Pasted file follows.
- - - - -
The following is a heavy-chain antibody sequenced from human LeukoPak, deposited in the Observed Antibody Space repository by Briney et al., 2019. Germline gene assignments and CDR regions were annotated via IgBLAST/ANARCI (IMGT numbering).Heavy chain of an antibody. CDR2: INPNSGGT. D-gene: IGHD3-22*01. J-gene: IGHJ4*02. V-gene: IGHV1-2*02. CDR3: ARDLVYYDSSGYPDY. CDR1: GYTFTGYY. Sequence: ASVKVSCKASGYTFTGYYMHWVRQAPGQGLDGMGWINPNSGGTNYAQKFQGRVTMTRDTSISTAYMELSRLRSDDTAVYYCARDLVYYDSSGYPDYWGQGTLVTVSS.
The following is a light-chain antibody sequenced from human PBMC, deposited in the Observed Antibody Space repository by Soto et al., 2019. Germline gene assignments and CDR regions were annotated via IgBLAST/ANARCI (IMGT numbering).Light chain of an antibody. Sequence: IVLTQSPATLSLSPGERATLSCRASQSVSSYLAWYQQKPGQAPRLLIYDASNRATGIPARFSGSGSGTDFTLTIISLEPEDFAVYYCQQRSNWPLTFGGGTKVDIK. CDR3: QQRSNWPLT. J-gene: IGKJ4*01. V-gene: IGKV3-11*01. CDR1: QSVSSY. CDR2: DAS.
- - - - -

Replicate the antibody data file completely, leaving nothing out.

The following is a heavy-chain antibody sequenced from human LeukoPak, deposited in the Observed Antibody Space repository by Briney et al., 2019. Germline gene assignments and CDR regions were annotated via IgBLAST/ANARCI (IMGT numbering).Heavy chain of an antibody. CDR2: INPNSGGT. D-gene: IGHD3-22*01. J-gene: IGHJ4*02. V-gene: IGHV1-2*02. CDR3: ARDLVYYDSSGYPDY. CDR1: GYTFTGYY. Sequence: ASVKVSCKASGYTFTGYYMHWVRQAPGQGLDGMGWINPNSGGTNYAQKFQGRVTMTRDTSISTAYMELSRLRSDDTAVYYCARDLVYYDSSGYPDYWGQGTLVTVSS.
The following is a light-chain antibody sequenced from human PBMC, deposited in the Observed Antibody Space repository by Soto et al., 2019. Germline gene assignments and CDR regions were annotated via IgBLAST/ANARCI (IMGT numbering).Light chain of an antibody. Sequence: IVLTQSPATLSLSPGERATLSCRASQSVSSYLAWYQQKPGQAPRLLIYDASNRATGIPARFSGSGSGTDFTLTIISLEPEDFAVYYCQQRSNWPLTFGGGTKVDIK. CDR3: QQRSNWPLT. J-gene: IGKJ4*01. V-gene: IGKV3-11*01. CDR1: QSVSSY. CDR2: DAS.